It is standard practise in any report prior to a major project that note is made of potential risks. That's all this is: one paragraph, making note of a risk, out of an 84 page report. You’ll see that the paragraph above states that new Australians were not consulted on this matter. Mr Carlile’s fear-mongering is completely without basis.
Yes, we do have a lot of different nationalities march on Anzac Day. No-one is suggesting that it should be otherwise.
Mr Carlile then talks about another $100,000+ dollars to investigate further. I’d like to know his source for that, because I can find no reference to it, other than Menzies House (see below). Mr Carlile then proceeds to show his class by referring to our government as a “bunch of commie bastards”. It’s lucky for Mr Carlile that he’s in Australia where he can speak like that about the Government. If we were governed by a pack of Commie Bastards, he’d probably be shot for those words.
It also occurs to me that as someone who served during the Vietnam War, I would've thought he'd know a lot more about "commie bastard" governments than to compare ours to that.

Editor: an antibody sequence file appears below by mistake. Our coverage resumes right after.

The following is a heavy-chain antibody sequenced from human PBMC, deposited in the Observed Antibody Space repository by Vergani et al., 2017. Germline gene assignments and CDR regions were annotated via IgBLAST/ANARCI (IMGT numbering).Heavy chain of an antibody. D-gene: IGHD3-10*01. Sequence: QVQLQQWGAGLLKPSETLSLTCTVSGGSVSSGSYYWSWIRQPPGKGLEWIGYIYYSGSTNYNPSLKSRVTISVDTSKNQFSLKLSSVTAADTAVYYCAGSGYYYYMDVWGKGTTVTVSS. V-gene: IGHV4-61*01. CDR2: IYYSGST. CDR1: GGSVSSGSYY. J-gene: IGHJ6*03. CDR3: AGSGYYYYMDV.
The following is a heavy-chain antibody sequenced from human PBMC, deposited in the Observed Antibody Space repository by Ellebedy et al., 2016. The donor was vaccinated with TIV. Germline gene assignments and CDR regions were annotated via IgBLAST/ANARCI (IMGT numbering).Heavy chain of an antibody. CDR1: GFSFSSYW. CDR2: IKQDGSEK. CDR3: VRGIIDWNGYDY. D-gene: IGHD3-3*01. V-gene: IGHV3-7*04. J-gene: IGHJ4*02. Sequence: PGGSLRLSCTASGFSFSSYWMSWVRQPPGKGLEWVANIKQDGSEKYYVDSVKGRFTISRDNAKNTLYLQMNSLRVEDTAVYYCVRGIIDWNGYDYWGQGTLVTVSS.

Paragraphs 4, 5, 6 and 7
This bullshit about toning down Anzac Day is a figment of Mr Carlile’s imagination. Furthermore, the Minister heading the Anzac Day Centenary activities, Veterans’ Affairs Minister Warren Snowdon, and the Victorian RSL President Major General David McLachlan dismissed the claims that racial tensions could arise as a result of the Centenary.
The Victorian President of the RSL said he thought it must've been a comment raised in the Federal Government's $370,000 focus group, and it had subsequently "got some legs."This is Mr Carlile, making up more stories to make us afraid. I thought that was Tony Abbott's schtick.
"Like all these things, you've got to be sensitive about it and do it in a proper way. But, if it's done in that way, I'm sure it will be very positive."
Even Prime Minister Gillard rejected the notion of divisiveness.
Aaahh yes, those “DAMN ILLEGAL immigrants” that our taxes support. It’s likely that Mr Carlile is referring to asylum seekers who most of us know are not illegals. The Refugee Council of Australia explains it like this:
Asylum seekers who arrive in Australia by boat are neither engaging in illegal activity, nor are they immigrants.As for new arrivals being offended by our Anzac Day traditions, I think that’s Mr Carlile’s imagination once again. I was unable to find a single instance reported, although there are always the warnings. I have, however, seen all sorts of men and women from around the world attending Anzac Day services and marches. They are honoured to be here.